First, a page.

The Financial Conduct Authority (FCA) has written to banks warning them about moving business away from the UK in a bid to combat the implications of Brexit.
Banks have been opening European subsidiaries and moving staff overseas to locations that will remain in the European Union (EU) once the UK has departed on 29 March 2019, such as Amsterdam, Frankfurt and Dublin. This will allow UK banks to continue servicing its European customers.
City A.M. reported that a spokesperson for the FCA yesterday confirmed that it had warned banks about their action in relation to Brexit, stating: “We have emphasised to firms that we expect decisions taken by them in relation to EU withdrawal to be consistent with our statutory objectives, which includes the interests of their clients.”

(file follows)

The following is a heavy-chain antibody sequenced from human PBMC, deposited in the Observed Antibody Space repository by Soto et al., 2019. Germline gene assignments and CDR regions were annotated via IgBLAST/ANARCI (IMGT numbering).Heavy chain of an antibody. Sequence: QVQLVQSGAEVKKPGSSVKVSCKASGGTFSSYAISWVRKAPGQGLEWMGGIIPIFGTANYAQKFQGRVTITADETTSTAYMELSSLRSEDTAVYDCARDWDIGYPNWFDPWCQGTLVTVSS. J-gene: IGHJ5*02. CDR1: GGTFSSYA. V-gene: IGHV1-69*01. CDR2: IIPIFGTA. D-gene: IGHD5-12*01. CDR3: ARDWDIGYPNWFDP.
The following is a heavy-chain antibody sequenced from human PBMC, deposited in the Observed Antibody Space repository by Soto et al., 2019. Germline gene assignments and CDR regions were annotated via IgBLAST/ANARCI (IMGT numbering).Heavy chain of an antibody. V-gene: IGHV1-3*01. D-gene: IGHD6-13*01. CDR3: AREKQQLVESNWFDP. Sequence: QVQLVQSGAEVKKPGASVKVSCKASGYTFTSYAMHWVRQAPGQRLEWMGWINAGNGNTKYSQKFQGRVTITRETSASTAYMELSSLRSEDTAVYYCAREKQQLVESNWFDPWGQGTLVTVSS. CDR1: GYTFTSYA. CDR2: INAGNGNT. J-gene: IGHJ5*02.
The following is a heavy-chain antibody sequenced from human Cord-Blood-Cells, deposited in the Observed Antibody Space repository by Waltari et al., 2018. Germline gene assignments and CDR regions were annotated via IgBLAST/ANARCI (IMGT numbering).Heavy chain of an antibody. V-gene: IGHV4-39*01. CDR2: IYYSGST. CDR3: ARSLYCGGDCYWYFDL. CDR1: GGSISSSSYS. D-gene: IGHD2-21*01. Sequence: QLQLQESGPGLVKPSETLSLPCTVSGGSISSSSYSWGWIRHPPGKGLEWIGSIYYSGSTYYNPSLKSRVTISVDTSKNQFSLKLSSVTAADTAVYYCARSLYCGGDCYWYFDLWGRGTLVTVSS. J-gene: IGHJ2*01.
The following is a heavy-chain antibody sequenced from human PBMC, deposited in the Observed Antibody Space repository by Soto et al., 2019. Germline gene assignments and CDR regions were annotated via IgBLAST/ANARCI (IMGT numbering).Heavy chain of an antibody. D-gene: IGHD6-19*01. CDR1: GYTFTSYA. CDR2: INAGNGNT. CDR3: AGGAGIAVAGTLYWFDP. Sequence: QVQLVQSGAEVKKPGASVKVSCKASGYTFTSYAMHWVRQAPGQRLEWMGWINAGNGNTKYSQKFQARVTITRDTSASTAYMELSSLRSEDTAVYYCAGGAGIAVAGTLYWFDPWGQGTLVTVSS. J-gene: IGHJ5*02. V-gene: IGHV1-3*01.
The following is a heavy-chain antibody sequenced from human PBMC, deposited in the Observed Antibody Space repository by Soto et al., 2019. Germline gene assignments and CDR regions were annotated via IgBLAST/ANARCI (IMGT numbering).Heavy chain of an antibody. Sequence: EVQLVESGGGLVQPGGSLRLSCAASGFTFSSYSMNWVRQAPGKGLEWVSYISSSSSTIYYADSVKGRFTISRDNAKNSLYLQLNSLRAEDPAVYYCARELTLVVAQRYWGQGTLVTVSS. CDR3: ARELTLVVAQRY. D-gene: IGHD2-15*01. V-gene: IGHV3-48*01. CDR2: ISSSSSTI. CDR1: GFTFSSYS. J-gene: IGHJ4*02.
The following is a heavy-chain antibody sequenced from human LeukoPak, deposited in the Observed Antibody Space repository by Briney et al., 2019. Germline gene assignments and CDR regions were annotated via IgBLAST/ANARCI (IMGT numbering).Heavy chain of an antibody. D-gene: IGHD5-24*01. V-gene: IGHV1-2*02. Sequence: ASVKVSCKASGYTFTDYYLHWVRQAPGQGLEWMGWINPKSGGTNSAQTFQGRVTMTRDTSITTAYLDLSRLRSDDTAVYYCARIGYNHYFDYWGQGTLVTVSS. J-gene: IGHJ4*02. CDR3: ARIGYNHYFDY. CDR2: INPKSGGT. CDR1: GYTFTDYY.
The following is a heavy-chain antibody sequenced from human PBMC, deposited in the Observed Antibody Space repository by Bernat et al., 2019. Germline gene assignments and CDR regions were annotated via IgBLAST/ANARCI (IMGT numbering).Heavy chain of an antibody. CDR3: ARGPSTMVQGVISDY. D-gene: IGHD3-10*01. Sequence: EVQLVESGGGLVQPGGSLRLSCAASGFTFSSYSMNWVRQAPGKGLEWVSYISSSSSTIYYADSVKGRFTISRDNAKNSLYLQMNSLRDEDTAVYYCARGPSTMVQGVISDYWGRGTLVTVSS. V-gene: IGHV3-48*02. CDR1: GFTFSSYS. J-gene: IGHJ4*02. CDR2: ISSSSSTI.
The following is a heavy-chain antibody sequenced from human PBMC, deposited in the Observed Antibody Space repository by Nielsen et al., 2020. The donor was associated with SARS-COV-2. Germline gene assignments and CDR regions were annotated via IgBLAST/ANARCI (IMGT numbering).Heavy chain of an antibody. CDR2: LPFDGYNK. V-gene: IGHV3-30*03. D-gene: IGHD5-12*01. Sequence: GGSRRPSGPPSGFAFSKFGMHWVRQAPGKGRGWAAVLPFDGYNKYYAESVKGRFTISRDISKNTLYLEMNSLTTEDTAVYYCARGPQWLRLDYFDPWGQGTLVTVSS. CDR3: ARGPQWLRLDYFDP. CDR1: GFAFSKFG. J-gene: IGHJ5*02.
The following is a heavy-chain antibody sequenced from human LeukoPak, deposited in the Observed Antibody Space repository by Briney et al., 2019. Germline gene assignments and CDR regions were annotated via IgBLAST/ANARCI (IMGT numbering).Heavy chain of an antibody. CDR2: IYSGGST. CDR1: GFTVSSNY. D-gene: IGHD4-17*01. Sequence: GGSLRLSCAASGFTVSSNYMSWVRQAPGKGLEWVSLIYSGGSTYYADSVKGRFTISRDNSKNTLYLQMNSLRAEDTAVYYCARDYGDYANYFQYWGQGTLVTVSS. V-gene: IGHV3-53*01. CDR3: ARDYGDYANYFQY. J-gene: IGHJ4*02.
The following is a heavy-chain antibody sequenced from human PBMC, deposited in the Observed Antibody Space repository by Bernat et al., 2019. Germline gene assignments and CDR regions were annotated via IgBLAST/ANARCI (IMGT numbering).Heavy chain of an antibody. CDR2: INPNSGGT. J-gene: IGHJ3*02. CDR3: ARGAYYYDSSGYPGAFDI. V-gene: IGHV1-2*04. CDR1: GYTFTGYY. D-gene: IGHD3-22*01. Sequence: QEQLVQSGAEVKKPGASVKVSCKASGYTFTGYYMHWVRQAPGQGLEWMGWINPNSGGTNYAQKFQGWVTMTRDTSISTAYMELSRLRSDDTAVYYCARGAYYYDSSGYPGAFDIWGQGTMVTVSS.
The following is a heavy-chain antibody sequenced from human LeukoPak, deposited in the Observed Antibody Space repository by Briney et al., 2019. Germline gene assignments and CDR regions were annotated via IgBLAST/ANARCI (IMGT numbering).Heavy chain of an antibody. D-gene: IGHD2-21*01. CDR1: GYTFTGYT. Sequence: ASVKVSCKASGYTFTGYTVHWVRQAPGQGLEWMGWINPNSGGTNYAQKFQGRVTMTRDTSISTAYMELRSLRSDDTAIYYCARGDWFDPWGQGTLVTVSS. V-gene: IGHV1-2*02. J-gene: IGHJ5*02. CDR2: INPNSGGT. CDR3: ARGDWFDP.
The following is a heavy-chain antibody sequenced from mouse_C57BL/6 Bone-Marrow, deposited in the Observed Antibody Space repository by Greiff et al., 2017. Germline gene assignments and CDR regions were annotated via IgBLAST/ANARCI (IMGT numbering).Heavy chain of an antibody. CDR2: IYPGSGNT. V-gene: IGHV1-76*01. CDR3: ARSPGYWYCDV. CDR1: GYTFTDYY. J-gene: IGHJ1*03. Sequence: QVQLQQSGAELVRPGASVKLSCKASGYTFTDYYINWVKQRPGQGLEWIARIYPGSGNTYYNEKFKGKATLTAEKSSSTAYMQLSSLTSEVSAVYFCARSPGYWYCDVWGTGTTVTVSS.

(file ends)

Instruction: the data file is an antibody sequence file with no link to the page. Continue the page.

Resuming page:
The letter, seen by Financial News and signed by FCA executive director Megan Butler, warned banks that transferring non-EU clients out of the UK could expose them to increased costs and new risks.
The letter read: “We are prepared to intervene where we see steps being taken which could expose clients or markets to unacceptable risks.”
It further urged that banks should only “make the minimum necessary changes required”, while clients “should not be moved out of the UK until the FCA is satisfied” that the companies in question have “fully considered the impact” of such plans.
Yesterday FCA director Andrew Bailey denied that the warning was driven by the current political landscape, telling the Treasury Select Committee the letter was “entirely consistent with our objectives and statute to firms.”
Bailey added: “We are aware there is some pressure on firms, and there are discussions about what we might call ensuring there’s a critical mass of business moved over to a European Union entity that’s being created.”
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